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Archive for July, 2011

Living the Examined Life

“The unexamined life is not worth living.”
Socrates

Philosophy is often considered as having little to do with our everyday world. However, I have found that philosophy has much to tell me about living in the world. At an early age, I became intrigued with philosophy and began collecting books on Greek and Roman philosophy. Later around 1970, I remember going on a road trip with a friend, where we spent our long hours of driving reading the dialogues of Plato. Over the past 40 years I have continued my love of philosophy weaving and wending my way through the writings of many great thinkers. Along the way, I have been comforted to find fellow philosophy enthusiasts. People who do not hold academic positions in departments of philosophy, who do not write for philosophical journals nor attend meetings on philosophy. Yet, they have a deep love for the ideas of philosophy. Their lives are creatively affected by what they discover in these ideas.

Succinctly, philosophy brings depth to our lives.

Philosophy looks at the why, what and how of life. Of course, psychology also asks these questions. Indeed, I believe the particular emphasis on either why, what or how plays a critical role in defining a given psychotherapy. Psychotherapies focused on the why seem to be more grounded in interpretative techniques, while those focused on the what are interested in phenomena and are more likely humanistic, e.g. Gestalt therapy.

My interest in philosophy circles around how we know our world and experience being in the world. In the language of philosophy, I am attracted to the areas of epistemology and ontology. These two areas are rooted in essential questions we ask ourselves, questions like: how do I know or experience the world that surrounds me? How does perception or sensation effect my knowing? How is the world outside of me affected by my interior world? What defines my very being in the world? How does my being in this world depend on the world out there? What determines my experiences of the world? Difficult questions, but very important to living an examined life.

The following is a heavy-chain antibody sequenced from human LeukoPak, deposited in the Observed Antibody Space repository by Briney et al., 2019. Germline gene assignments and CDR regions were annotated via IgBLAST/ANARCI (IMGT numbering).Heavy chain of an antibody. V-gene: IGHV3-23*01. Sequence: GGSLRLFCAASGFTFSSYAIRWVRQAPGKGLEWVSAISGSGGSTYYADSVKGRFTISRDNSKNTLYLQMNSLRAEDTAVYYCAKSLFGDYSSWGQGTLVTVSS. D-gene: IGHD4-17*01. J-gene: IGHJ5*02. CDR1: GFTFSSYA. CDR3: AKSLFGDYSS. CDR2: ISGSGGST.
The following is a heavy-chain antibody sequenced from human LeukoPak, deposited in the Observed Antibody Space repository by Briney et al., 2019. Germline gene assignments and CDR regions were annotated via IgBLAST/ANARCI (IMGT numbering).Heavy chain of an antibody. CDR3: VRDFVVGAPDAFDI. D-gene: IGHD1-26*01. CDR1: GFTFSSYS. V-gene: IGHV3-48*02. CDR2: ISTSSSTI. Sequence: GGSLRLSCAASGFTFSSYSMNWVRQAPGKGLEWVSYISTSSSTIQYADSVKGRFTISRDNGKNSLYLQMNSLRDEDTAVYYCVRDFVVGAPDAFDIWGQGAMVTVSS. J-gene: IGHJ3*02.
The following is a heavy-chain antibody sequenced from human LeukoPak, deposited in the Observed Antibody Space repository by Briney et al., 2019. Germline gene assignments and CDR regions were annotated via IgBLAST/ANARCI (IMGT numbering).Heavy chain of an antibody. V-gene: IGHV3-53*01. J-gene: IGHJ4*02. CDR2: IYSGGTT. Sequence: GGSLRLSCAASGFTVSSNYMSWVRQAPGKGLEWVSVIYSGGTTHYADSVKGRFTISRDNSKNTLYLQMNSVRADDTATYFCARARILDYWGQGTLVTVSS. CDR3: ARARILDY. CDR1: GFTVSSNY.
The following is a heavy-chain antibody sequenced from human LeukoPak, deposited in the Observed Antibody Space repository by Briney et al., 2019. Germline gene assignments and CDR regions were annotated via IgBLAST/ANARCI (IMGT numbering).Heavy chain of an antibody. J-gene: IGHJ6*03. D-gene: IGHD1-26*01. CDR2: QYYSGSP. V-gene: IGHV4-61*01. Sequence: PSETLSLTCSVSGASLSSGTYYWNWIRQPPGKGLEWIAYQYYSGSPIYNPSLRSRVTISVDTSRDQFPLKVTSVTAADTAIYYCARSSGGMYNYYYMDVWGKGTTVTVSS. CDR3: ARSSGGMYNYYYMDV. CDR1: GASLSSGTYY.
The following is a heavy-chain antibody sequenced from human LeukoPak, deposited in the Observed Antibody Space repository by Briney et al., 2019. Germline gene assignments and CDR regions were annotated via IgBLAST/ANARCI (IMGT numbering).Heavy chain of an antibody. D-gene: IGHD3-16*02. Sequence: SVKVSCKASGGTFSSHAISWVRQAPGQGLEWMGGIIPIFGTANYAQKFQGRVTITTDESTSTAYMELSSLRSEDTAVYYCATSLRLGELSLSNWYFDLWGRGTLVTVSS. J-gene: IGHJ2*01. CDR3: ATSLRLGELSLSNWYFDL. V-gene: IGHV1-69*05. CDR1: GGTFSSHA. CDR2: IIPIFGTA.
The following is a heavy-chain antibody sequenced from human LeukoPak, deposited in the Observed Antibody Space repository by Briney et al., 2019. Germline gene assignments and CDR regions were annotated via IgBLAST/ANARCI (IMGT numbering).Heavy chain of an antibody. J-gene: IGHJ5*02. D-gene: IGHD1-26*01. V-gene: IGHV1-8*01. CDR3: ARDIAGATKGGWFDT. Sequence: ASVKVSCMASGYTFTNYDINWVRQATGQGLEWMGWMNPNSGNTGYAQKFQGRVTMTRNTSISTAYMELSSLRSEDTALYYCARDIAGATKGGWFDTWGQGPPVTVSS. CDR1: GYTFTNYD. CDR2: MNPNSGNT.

In the next few posts, I hope to take a few of my favorite philosophers and play with their ideas. I hope to show how these ideas are essential to psychotherapy. Finally, I will end with a post on how these philosophical ideas relate to Jungian psychology. I hope to make these posts fun for you. Philosophy need not be abstract or difficult. It can be grounded in everyday experiences.

So, get ready to drop into the world of Immanuel Kant, for he is the first person we will meet in our philosophical circumambulations.

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The Eternal Return

Hello,

Just a note to say that I will be returning to more regular posts after a few months hiatus. Coming up… how philosophy informs psychology…

Regards,

Jeff

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